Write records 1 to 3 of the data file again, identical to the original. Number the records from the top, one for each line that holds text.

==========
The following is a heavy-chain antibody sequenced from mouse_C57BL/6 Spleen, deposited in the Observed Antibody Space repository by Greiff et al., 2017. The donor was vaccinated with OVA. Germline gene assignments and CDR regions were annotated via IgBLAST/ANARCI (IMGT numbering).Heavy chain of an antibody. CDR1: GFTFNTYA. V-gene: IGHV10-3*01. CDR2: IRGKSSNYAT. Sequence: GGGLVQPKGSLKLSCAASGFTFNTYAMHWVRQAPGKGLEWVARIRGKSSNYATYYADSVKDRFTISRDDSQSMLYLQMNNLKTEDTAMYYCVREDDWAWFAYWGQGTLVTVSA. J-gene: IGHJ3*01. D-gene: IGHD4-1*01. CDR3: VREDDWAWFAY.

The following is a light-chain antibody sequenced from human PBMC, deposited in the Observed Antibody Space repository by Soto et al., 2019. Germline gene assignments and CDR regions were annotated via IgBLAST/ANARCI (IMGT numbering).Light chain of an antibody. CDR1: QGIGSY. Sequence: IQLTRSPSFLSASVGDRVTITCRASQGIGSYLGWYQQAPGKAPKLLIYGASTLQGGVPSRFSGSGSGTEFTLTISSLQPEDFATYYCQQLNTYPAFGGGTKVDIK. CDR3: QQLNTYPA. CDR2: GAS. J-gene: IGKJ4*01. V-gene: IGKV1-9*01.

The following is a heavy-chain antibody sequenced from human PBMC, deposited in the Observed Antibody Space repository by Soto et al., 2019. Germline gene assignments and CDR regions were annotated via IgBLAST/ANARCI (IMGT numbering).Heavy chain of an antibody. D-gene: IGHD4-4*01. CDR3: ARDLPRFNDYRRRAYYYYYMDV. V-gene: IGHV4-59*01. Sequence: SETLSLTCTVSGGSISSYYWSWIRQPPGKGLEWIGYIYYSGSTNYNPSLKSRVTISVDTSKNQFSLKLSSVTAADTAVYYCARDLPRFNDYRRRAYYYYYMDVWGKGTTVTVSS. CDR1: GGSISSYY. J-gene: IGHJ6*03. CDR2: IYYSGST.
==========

The following is a heavy-chain antibody sequenced from mouse_C57BL/6 Spleen, deposited in the Observed Antibody Space repository by Greiff et al., 2017. The donor was vaccinated with OVA. Germline gene assignments and CDR regions were annotated via IgBLAST/ANARCI (IMGT numbering).Heavy chain of an antibody. CDR1: GFTFNTYA. V-gene: IGHV10-3*01. CDR2: IRGKSSNYAT. Sequence: GGGLVQPKGSLKLSCAASGFTFNTYAMHWVRQAPGKGLEWVARIRGKSSNYATYYADSVKDRFTISRDDSQSMLYLQMNNLKTEDTAMYYCVREDDWAWFAYWGQGTLVTVSA. J-gene: IGHJ3*01. D-gene: IGHD4-1*01. CDR3: VREDDWAWFAY.

The following is a light-chain antibody sequenced from human PBMC, deposited in the Observed Antibody Space repository by Soto et al., 2019. Germline gene assignments and CDR regions were annotated via IgBLAST/ANARCI (IMGT numbering).Light chain of an antibody. CDR1: QGIGSY. Sequence: IQLTRSPSFLSASVGDRVTITCRASQGIGSYLGWYQQAPGKAPKLLIYGASTLQGGVPSRFSGSGSGTEFTLTISSLQPEDFATYYCQQLNTYPAFGGGTKVDIK. CDR3: QQLNTYPA. CDR2: GAS. J-gene: IGKJ4*01. V-gene: IGKV1-9*01.

The following is a heavy-chain antibody sequenced from human PBMC, deposited in the Observed Antibody Space repository by Soto et al., 2019. Germline gene assignments and CDR regions were annotated via IgBLAST/ANARCI (IMGT numbering).Heavy chain of an antibody. D-gene: IGHD4-4*01. CDR3: ARDLPRFNDYRRRAYYYYYMDV. V-gene: IGHV4-59*01. Sequence: SETLSLTCTVSGGSISSYYWSWIRQPPGKGLEWIGYIYYSGSTNYNPSLKSRVTISVDTSKNQFSLKLSSVTAADTAVYYCARDLPRFNDYRRRAYYYYYMDVWGKGTTVTVSS. CDR1: GGSISSYY. J-gene: IGHJ6*03. CDR2: IYYSGST.